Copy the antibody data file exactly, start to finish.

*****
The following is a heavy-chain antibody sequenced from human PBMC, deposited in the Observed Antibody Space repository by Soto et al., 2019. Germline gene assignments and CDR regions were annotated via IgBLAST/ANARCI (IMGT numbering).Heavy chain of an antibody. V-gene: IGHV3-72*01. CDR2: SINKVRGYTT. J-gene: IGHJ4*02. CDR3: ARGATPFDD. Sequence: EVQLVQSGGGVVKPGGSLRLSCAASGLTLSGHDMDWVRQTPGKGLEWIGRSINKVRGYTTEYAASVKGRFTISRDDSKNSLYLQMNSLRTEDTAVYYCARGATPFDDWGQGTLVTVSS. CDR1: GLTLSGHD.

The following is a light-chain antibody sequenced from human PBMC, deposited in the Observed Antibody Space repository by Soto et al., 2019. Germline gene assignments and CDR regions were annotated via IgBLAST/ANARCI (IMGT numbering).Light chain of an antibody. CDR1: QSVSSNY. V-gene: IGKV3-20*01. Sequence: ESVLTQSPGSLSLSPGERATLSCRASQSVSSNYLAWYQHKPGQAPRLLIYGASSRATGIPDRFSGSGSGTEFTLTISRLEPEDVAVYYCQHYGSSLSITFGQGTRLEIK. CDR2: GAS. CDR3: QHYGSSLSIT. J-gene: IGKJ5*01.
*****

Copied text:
The following is a heavy-chain antibody sequenced from human PBMC, deposited in the Observed Antibody Space repository by Soto et al., 2019. Germline gene assignments and CDR regions were annotated via IgBLAST/ANARCI (IMGT numbering).Heavy chain of an antibody. V-gene: IGHV3-72*01. CDR2: SINKVRGYTT. J-gene: IGHJ4*02. CDR3: ARGATPFDD. Sequence: EVQLVQSGGGVVKPGGSLRLSCAASGLTLSGHDMDWVRQTPGKGLEWIGRSINKVRGYTTEYAASVKGRFTISRDDSKNSLYLQMNSLRTEDTAVYYCARGATPFDDWGQGTLVTVSS. CDR1: GLTLSGHD.

The following is a light-chain antibody sequenced from human PBMC, deposited in the Observed Antibody Space repository by Soto et al., 2019. Germline gene assignments and CDR regions were annotated via IgBLAST/ANARCI (IMGT numbering).Light chain of an antibody. CDR1: QSVSSNY. V-gene: IGKV3-20*01. Sequence: ESVLTQSPGSLSLSPGERATLSCRASQSVSSNYLAWYQHKPGQAPRLLIYGASSRATGIPDRFSGSGSGTEFTLTISRLEPEDVAVYYCQHYGSSLSITFGQGTRLEIK. CDR2: GAS. CDR3: QHYGSSLSIT. J-gene: IGKJ5*01.